Holme Cultram, Cumberland Family History Guide

Holme Cultram is an Ancient Parish in the county of Cumberland.

Alternative names: Abbey Holme

Other places in the parish include: Abbey Holme, Abbeytown, Abbey Cooper, East Waver Holme, Holm East Waver, Holm St Cuthbert, Holme Abbey, Holme East Waver, Holme St Cuthbert, Skinburness Marsh, and St Cuthbert Holme.

Parish church:

Parish registers begin: 1581; Separate registers exist for Holme St Cuthbert.

Nonconformists include: Independent/Congregational, Society of Friends/Quaker, and Wesleyan Methodist.

Parishes adjacent to Holme Cultram

  • Allonby
  • Bromfield
  • Holme Low
  • Newton Arlosh

Historical Descriptions

Holme Cultram

The Imperial Gazetteer of England & Wales 1870

HOLME-CULTRAM, a parish in Wigton district, Cumberland; on the Carlisle and Silloth railway, the river Waver, and the Solway frith, around the village of Abbeytown and the town of Silloth, which have stations on the railway, and post offices under Carlisle. It contains the townships of Abbey-Holme, Holme-St. Cuthbert, Holme-East-Waver, and Low Holme; and comprises 24,920 acres of land, and 14,042 of water. Real property, £26,926. Pop. in 1851, 3,212; in 1861, 3,867. Houses, 743. The increase of pop. was caused by the opening of the railway, and by the forming of the new town and port of Silloth. The property, in most parts, is much subdivided. The coast appears, from various records, to have undergone very great changes by irruption of the sea. A Cistertian abbey, noticed in our article Abbey Holme, was a centre of much influence, and a place of considerable events. King Alexander of Scotland plundered it in 1216; Edward I. of England was at it in 1300; Robert Bruce partially demolished it in 1322, though his father had been buried in it; and Michael Scott, the reputed wizard, was a monk in it, and, together with his magic books, was buried within its enclosure. Wolsty Castle, a fortress erected by the abbots to secure their treasures, books, and charters from the sudden forays of the Scots, stood a short distance to the W. There are a steam mill, and brick and tile works. The living is a vicarage in the diocese of Carlisle. Value, £170. Patron, the University of Oxford. The church is a renovated portion of the old abbey buildings. The chapelries of Newton-Arlosh, Holme-St. Cuthbert, and Low Holme, are separate benefices, in patronage of the Vicar. There are good national schools.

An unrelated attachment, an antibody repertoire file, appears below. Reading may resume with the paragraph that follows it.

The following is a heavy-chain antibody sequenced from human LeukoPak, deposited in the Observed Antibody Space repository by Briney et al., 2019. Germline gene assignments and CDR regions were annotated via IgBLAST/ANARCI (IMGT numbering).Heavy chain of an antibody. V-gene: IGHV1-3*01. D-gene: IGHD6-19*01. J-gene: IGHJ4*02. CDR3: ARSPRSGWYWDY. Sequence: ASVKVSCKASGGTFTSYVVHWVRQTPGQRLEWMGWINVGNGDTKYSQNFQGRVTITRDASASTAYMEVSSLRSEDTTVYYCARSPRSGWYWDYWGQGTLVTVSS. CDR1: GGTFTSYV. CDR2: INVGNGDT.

Source: The Imperial Gazetteer of England & Wales [Wilson, John M]. A. Fullarton & Co. N. d. c. [1870-72].

Complete Pocket Gazetteer of England and Wales 1807

Abbey Holme, or Holme Cultram, (Cumb.) a vil. situate on an arm of the sea, 16 miles dist. from Carlisle, and 310 from London. The abbey is said to have been founded by David I. king of Scotland.

Source: Complete Pocket Gazetteer of England and Wales; Crosby Rev. J. Malham; 1807.

Abbey Holme

The National Gazetteer 1868

ABBEY HOLME, a tnshp. in the par. of Holme Cultram, in Allerdale-below-Derwent ward, in the co. of Cumberland, 6 miles N.W. of Wigton, and 15 E. of Maryport. The Carlisle and Silloth Bay railway passes through the parish and has a station at Holme. There are still some remains of the Cistercian abbey founded here in 1150 by Prince Henry of Scotland, and St. Mary’s church is said to have formed part of the abbey church.

Source: The National Gazetteer: a Topographical Dictionary of the British Islands compiled from the latest and best sources and illustrated with a complete county atlas and numerous maps. Vol. 1. Virtue & Co. London. 1868.

A Topographical Dictionary of the United Kingdom 1808

Abbey-Holm, or Holm-Cultram, a parish and market-town in the division of Allerdale ward, Cumberland, 4 miles from Wigton, and 309 from London; containing 428 houses and 2187 inhabitants, of whom 230 were returned employed in trade. The parish is divided into four townships, was formerly of great repute, and had a stately abbey, founded by David I. king of Scotland, who resided chiefly in Cumberland. The church is dedicated to St. Mary, and is a vicarage, value 6l. 13s. 4d. Patron, the University of Oxford. The town is pleasantly situated on the river Waver, near Solway Frith. About 5 miles distant from the sea-shore are the vestiges of an ancient castle, built by the abbots of Holm-Cultram, for securing their books and charters from the depredations of the Scots. Here formerly was a good market on Saturday, now almost in disuse. – Houseman’s Description of Cumberland.

Source: A Topographical Dictionary of the United Kingdom. Benjamin Pitts Capper. 1808.

Abbey Cooper

Cumberland The National Gazetteer 1868

Abbey Cooper, a small hmlt. in the par. of Holme Cultram, in Allerdale-below-Derwent ward, in the co. of Cumberland, 1 mile W of the vil. and 5 from Wigton.

Source: The National Gazetteer: a Topographical Dictionary of the British Islands compiled from the latest and best sources and illustrated with a complete county atlas and numerous maps. Vol. 1. Virtue & Co. London. 1868.

Abbey

Imperial Gazetteer of England and Wales Circa 1870

Abbey, a railway station in Cumberland; on the Carlisle and Silloth railway, at Abbey-Holme, 17 miles WSW of Carlisle.

Source: The Imperial Gazetteer of England & Wales [Wilson, John M]. A. Fullarton & Co. N. d. c. [1870-72].

Administration

  • County: Cumberland
  • Civil Registration District: Wigton
  • Probate Court: Court of the Bishop of Carlisle (Episcopal Consistory)
  • Diocese: Carlisle
  • Rural Deanery: Allerdale
  • Poor Law Union: Wigton
  • Hundred: Allerdale below Derwent Ward
  • Province: York
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